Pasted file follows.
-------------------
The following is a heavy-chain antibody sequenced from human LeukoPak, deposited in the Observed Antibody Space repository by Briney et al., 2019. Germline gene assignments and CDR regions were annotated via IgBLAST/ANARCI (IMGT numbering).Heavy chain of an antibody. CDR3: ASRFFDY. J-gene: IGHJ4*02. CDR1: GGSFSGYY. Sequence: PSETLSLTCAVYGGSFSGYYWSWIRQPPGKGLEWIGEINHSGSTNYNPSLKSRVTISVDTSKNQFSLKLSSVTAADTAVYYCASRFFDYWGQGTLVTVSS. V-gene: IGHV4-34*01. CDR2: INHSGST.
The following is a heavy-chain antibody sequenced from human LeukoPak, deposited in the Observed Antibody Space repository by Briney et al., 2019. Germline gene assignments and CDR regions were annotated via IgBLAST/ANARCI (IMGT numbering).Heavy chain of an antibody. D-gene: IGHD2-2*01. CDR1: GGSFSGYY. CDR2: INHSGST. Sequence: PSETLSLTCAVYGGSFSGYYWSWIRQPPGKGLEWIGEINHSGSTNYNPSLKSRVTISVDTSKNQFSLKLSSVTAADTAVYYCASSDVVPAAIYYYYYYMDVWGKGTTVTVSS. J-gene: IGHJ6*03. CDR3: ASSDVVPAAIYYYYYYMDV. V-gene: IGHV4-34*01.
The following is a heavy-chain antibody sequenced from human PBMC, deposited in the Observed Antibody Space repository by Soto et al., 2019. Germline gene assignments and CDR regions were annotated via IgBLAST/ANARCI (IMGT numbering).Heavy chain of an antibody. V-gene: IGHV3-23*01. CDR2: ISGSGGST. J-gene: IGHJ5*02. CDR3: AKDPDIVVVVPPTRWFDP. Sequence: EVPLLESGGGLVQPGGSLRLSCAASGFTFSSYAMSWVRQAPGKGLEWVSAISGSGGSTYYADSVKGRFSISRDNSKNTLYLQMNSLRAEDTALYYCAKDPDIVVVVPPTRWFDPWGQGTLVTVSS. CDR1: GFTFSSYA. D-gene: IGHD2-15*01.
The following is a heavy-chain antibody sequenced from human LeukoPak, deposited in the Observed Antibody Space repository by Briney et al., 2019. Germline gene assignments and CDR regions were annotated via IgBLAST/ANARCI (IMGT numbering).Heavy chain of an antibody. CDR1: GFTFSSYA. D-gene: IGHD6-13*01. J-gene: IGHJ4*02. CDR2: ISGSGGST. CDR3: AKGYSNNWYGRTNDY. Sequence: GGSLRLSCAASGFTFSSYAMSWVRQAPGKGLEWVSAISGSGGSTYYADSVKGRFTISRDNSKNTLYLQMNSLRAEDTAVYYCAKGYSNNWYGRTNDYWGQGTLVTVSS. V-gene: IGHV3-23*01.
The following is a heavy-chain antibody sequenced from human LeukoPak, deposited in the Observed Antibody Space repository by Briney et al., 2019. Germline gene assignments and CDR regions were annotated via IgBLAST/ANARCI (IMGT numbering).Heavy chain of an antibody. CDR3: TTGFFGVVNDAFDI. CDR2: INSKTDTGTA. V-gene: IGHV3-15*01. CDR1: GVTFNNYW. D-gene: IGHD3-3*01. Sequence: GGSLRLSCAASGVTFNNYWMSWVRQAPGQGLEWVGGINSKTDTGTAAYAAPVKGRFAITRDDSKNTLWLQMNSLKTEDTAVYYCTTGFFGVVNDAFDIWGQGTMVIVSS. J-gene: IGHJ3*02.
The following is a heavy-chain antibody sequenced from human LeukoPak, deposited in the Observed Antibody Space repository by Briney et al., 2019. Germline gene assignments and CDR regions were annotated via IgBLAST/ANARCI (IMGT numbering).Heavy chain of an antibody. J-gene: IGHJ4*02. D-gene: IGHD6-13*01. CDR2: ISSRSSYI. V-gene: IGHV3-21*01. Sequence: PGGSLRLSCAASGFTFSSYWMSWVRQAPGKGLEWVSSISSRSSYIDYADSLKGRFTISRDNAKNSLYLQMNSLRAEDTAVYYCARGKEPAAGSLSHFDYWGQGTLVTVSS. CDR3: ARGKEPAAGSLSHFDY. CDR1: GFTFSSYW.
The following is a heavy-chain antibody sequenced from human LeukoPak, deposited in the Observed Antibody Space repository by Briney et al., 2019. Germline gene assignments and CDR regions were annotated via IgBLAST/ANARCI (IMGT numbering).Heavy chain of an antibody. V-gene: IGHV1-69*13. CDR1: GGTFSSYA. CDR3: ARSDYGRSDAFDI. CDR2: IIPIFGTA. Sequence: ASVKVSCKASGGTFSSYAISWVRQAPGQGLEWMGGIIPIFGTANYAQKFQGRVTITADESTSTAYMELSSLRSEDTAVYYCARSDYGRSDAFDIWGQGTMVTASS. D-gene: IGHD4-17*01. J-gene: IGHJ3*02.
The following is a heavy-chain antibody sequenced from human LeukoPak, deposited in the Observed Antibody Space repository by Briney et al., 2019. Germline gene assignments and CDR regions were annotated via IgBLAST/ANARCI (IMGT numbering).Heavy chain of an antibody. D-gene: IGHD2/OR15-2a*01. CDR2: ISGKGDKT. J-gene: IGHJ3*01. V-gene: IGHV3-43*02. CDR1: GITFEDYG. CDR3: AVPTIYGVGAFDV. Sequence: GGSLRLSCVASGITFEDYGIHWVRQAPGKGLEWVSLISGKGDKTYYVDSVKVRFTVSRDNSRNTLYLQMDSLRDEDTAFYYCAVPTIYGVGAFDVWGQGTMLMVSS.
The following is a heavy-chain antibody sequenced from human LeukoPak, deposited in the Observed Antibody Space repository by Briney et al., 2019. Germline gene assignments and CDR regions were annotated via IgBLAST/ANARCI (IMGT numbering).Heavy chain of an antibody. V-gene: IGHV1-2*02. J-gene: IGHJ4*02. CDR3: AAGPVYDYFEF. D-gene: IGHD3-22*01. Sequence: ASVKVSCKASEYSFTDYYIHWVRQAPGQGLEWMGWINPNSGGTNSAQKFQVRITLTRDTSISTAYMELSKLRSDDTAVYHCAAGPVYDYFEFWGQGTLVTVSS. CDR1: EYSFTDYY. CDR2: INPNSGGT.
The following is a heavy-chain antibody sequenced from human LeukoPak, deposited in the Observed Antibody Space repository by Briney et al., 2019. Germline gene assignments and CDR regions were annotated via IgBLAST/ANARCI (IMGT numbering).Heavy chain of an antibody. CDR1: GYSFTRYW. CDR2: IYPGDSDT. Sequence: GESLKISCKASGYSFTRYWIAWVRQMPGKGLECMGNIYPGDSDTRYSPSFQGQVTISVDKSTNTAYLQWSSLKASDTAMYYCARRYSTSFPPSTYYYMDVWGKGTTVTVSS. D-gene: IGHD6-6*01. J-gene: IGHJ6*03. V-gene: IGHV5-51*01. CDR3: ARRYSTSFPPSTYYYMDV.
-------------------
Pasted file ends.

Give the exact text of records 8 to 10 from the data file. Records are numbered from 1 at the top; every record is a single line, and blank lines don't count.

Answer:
The following is a heavy-chain antibody sequenced from human LeukoPak, deposited in the Observed Antibody Space repository by Briney et al., 2019. Germline gene assignments and CDR regions were annotated via IgBLAST/ANARCI (IMGT numbering).Heavy chain of an antibody. D-gene: IGHD2/OR15-2a*01. CDR2: ISGKGDKT. J-gene: IGHJ3*01. V-gene: IGHV3-43*02. CDR1: GITFEDYG. CDR3: AVPTIYGVGAFDV. Sequence: GGSLRLSCVASGITFEDYGIHWVRQAPGKGLEWVSLISGKGDKTYYVDSVKVRFTVSRDNSRNTLYLQMDSLRDEDTAFYYCAVPTIYGVGAFDVWGQGTMLMVSS.
The following is a heavy-chain antibody sequenced from human LeukoPak, deposited in the Observed Antibody Space repository by Briney et al., 2019. Germline gene assignments and CDR regions were annotated via IgBLAST/ANARCI (IMGT numbering).Heavy chain of an antibody. V-gene: IGHV1-2*02. J-gene: IGHJ4*02. CDR3: AAGPVYDYFEF. D-gene: IGHD3-22*01. Sequence: ASVKVSCKASEYSFTDYYIHWVRQAPGQGLEWMGWINPNSGGTNSAQKFQVRITLTRDTSISTAYMELSKLRSDDTAVYHCAAGPVYDYFEFWGQGTLVTVSS. CDR1: EYSFTDYY. CDR2: INPNSGGT.
The following is a heavy-chain antibody sequenced from human LeukoPak, deposited in the Observed Antibody Space repository by Briney et al., 2019. Germline gene assignments and CDR regions were annotated via IgBLAST/ANARCI (IMGT numbering).Heavy chain of an antibody. CDR1: GYSFTRYW. CDR2: IYPGDSDT. Sequence: GESLKISCKASGYSFTRYWIAWVRQMPGKGLECMGNIYPGDSDTRYSPSFQGQVTISVDKSTNTAYLQWSSLKASDTAMYYCARRYSTSFPPSTYYYMDVWGKGTTVTVSS. D-gene: IGHD6-6*01. J-gene: IGHJ6*03. V-gene: IGHV5-51*01. CDR3: ARRYSTSFPPSTYYYMDV.